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Housing May Be Stable, but Not in ‘Full-Blown Recovery’: Ritholtz

Chris Nichols
Friday, 23 Nov 2012 | 12:11 PM ET

Housing has been trying to show a few reasons here and there to suggest the sector's worst days are behind it, but you still won't necessarily find a lot of uber-bulls out there.

Now, several stocks in the group have had good runs in 2012, led by PulteGroup, the best performer on the S&P 500 with a gain of 165.5 percent since the start of the year. Lennar has been another star, climbing 93.9 percent and coming in at No. 5 on the list, FactSet data show.

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However, regardless of the state of the stocks, there remain plenty of skeptics on housing who are questioning just exactly how healthy it is. Barry Ritholtz, chief executive of FusionIQ and founder of the blog The Big Picture, sees some of each side of the argument.

"Currently, housing is one of the few bright spots in the economy," he says in the attached video. "The problem with housing continues to be it's not an organic recovery, or stabilization, to use a better word. The [Federal Reserve has] driven rates down to inconceivable levels."

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Foreclosures, Ritholtz says, are now rising after banks had put many of them on hold to sort out the robo-signing debacle, and he's "expecting that to continue to gather momentum."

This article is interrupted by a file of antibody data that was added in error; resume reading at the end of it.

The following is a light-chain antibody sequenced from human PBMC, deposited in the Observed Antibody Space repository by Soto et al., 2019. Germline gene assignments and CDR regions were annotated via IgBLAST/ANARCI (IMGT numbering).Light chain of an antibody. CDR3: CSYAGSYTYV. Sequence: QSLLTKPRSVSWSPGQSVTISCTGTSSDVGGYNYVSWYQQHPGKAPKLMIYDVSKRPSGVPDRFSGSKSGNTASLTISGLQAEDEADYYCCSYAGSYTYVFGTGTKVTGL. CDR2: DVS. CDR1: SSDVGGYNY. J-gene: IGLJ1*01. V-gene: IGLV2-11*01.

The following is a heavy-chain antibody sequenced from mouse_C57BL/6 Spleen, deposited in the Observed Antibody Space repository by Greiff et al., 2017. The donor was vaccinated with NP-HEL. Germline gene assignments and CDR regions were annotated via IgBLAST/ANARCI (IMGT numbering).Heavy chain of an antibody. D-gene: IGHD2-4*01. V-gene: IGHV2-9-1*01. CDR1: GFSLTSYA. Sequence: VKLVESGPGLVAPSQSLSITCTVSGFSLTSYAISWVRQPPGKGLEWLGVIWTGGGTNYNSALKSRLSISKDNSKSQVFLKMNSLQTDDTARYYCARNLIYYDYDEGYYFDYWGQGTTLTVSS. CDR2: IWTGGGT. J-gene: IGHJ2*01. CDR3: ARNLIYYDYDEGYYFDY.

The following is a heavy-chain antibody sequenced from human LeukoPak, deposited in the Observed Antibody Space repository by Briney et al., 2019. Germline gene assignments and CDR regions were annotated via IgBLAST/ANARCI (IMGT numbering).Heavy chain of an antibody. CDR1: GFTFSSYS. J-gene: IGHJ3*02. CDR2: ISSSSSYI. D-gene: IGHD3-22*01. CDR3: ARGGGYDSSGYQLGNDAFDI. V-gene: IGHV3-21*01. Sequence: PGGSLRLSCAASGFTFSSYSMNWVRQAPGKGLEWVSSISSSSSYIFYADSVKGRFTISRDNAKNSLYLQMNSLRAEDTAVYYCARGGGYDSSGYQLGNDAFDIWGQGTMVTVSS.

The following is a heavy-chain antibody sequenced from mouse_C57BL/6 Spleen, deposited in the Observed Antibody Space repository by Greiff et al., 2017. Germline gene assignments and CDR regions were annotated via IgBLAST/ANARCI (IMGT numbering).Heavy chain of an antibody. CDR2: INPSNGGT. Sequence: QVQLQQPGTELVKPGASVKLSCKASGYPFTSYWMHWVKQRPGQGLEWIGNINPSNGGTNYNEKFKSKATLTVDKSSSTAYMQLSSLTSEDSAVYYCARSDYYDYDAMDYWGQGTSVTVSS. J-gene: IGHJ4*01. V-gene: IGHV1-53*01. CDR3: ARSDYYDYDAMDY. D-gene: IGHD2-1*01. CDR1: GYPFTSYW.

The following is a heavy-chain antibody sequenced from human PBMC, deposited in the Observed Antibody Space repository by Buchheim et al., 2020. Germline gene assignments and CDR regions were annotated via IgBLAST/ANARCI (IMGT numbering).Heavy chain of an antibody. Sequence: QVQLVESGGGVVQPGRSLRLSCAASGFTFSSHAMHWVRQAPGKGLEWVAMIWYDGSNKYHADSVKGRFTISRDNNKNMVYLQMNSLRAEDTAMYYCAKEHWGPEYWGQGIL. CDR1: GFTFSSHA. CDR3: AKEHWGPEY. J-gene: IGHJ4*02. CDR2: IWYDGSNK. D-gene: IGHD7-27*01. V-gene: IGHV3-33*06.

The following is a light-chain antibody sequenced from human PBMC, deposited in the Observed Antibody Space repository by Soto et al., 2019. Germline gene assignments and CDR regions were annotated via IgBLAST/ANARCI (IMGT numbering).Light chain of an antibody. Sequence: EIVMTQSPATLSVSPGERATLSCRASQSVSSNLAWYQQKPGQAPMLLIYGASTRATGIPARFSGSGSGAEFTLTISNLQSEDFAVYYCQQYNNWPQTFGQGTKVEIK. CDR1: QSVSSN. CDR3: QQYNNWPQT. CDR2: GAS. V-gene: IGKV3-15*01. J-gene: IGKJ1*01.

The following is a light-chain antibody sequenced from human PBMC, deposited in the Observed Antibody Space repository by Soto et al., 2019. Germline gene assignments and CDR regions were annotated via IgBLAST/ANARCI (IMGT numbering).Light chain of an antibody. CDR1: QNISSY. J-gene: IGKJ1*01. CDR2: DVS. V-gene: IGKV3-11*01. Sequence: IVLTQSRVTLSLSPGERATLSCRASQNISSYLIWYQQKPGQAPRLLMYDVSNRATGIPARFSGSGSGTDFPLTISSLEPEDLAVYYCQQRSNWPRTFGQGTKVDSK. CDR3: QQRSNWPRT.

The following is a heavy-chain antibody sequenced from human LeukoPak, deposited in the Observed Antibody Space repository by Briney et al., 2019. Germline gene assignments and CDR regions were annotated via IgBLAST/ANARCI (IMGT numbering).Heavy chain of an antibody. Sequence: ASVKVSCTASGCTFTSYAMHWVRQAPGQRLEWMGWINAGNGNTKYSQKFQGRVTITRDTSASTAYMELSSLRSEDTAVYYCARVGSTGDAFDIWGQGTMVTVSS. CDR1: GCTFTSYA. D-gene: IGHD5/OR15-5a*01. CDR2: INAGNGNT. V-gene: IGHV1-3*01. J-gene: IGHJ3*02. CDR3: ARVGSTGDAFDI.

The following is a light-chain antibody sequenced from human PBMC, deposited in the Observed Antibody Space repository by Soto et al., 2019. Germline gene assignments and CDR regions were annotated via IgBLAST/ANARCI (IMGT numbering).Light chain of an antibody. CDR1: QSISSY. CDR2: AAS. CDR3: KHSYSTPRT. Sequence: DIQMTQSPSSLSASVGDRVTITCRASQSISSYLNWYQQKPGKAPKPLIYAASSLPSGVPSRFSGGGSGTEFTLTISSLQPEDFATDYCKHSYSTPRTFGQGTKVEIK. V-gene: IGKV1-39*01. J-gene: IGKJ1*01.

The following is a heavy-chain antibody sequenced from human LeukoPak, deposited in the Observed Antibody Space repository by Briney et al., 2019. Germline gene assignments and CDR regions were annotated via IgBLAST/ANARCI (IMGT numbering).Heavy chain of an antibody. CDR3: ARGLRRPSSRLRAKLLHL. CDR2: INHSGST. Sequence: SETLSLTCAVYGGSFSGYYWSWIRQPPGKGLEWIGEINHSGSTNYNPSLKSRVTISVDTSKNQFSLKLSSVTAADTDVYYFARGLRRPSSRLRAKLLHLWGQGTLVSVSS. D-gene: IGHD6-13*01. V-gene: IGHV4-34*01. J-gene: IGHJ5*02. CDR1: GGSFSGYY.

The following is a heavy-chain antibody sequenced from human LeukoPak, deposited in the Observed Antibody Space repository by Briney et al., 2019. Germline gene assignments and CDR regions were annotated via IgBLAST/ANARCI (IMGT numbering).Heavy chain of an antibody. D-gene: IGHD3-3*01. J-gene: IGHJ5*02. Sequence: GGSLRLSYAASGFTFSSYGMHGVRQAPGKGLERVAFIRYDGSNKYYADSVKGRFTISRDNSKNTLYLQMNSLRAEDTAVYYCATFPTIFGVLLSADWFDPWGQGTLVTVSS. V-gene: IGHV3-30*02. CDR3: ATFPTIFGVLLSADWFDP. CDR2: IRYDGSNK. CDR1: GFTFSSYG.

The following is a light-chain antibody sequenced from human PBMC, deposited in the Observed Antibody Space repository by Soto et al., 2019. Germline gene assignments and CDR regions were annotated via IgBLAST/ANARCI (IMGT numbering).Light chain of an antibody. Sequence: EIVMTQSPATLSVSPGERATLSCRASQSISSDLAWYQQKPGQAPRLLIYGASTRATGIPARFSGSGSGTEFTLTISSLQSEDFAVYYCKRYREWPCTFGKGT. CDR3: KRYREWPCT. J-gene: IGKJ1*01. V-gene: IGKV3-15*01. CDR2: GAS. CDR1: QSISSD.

"I'm comfortable saying housing has stabilized, but I'm not buying the 'we're in a full-blown recovery' meme," he says.

By spring, we should know which side is right on housing — that is, whether a legitimate turn is upon the market or more weakness lies ahead, he says.

Investors, economists and homeowners themselves have no shortage of data to scour every month. Earlier this week, for example, the Commerce Department reported that housing starts rose in October to a seasonally adjusted yearly pace of 894,000, up 3.6 percent from the prior month. Apartment construction was the strong metric, while single-family home builds eased slightly. However, single-family construction permits were at a multi-year high.

Let us know what you think. Has housing stabilized? And what are your thoughts on the mortgage-interest deduction? Should it be left alone or eliminated?

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